A review of India’s Energy Policies

A review of India’s Energy Policies | Smart Grid Vision - nextrends Asia

This article was originally published in energiaplus.

I hesitated to accept the invitation to participate in India’s first in-depth review of energy policy by the International Energy Agency (IEA) , as I was over-whelmed by the  country’s challenges and complexities. After studying comprehensive documentation and spending eight intense days with a half dozen ministries and dozens of business associations and think tanks, I am left with staggering insights. At the end of the visit, the government’s 12-member international team of experts presented a provisional 30-page analysis, which will be elaborated in the coming months. India is in the process of imitiating China’s path of development. 

The steep rise in the demand for energy and the increasing dependency on oil imports due to the depreciation in value of the rupee indicate that security of supply is a priority for the government.

By 2018, all villages were provided electricity, with over 500 million residents getting electricity connections. 60 million households are being supplied with subsidized cooking gas and no longer in need to collect wood. 175 GW of new renewables are to be connected to the grid by 2022, also aiming to have a target of up to 500 GW. These may be too ambitious as there needs to be improvement in most of the tenders for large scale facilities and the addition of roof-top solar equipment. Billions of subsidies were cancelled and are now being paid specifically to the needy. The large-scale industry was introduced to an Efficient Trading Certificate. An equivalent of $ 60 billion in debt caused by the electricity distributors of the chronic deficit member states has been restructured. The cement sector is one of the world’s most efficient.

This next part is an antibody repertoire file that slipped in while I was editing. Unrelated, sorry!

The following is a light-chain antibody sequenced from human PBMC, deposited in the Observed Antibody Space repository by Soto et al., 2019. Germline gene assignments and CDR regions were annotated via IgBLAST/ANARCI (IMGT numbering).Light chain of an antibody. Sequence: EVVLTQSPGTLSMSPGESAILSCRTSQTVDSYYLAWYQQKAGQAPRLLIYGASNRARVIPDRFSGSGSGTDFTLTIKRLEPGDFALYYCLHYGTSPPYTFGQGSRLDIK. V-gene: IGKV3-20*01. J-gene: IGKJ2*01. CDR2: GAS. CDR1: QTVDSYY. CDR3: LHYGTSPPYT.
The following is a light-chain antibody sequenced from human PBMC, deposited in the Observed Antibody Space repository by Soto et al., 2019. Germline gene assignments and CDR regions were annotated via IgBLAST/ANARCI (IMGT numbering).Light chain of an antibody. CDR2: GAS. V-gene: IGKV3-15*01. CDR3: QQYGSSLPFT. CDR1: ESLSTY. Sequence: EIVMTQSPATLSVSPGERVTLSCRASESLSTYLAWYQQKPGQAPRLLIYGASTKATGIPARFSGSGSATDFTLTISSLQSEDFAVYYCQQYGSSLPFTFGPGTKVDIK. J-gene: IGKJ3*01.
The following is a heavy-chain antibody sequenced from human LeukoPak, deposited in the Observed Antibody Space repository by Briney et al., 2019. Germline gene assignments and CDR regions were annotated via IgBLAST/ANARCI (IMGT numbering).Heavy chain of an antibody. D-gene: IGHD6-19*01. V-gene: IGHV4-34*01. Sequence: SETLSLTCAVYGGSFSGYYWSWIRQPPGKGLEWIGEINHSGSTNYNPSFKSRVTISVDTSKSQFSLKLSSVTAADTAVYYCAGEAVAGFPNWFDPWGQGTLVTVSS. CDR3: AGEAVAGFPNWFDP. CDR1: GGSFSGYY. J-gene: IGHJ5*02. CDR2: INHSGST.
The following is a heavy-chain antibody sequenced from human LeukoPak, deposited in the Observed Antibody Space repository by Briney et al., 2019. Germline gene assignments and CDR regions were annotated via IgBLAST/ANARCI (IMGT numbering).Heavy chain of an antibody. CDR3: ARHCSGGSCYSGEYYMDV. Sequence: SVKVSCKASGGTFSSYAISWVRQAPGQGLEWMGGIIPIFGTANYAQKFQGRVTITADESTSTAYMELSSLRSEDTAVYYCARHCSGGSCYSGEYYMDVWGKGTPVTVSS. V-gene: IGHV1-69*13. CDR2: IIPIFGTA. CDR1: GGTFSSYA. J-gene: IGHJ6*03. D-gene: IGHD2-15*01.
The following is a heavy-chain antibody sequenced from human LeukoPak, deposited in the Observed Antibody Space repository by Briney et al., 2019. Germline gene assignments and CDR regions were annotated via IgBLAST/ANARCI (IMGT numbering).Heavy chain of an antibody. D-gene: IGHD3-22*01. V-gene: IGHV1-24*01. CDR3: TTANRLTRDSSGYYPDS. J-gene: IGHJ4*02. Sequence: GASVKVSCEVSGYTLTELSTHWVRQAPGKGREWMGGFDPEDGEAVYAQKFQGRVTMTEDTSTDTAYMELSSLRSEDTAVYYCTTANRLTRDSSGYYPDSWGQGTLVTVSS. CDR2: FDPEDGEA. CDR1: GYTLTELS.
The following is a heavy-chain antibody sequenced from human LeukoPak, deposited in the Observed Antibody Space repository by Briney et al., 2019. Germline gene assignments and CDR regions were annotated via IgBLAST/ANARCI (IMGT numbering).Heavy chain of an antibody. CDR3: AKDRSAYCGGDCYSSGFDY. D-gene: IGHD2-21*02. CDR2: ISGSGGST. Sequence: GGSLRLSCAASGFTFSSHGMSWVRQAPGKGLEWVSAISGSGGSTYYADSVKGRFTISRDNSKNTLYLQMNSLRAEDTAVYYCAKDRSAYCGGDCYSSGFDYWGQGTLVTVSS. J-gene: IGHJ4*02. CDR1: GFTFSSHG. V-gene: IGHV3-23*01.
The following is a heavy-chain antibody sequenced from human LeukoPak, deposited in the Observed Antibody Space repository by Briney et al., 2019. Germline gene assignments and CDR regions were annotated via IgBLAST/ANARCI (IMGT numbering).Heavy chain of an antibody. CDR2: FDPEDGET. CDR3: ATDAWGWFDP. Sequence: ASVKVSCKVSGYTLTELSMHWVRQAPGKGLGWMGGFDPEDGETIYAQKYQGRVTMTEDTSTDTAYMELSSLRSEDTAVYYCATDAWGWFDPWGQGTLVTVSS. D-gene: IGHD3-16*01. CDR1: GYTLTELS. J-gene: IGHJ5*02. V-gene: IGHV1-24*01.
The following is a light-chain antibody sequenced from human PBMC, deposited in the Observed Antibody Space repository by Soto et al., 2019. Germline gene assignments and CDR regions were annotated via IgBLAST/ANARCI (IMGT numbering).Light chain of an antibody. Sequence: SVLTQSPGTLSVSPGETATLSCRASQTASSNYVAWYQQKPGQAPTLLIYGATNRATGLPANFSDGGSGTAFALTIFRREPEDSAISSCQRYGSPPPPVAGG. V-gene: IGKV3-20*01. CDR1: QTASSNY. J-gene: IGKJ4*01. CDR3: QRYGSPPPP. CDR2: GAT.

The government knows that there is still a great deal to do, but it runs against the competencies of the member states and struggles with lack of implementation, especially in air quality standards. The energy policy of the member states showcases great differences. In coal mining, inherent structures have to be broken up. Coal transport by rail subsidizes passenger transport. 

In the electricity sector, reforms have been initiated to separate a cluster of cross-subsidies pertaining to household and agriculture through the industry, non-viable prices, slow depreciation of electrical network and power theft, surplus of coal energy, under-supplied industry powerplants in addition to rigid old-fashioned long-term contracts where the capacity expansion was critical. The latter require subcritical coal power plants that inhibit innovation. In a few years, the regional networks would be connected to a nationwide grid. The integration of the rapidly rising wind and solar power poses new challenges. The industrial policy requirement of solar panels that are domestically produced instead of getting flooded by Chinese products is failing so far.

India will easily achieve its emission goals set under the Paris Agreement. Taking into consideration the world average of the per capita emissions, it is understandable that the climate policy is of a lower priority. At the same time, a substantial part of the industry has already introduced a Shadow Carbon-Price.


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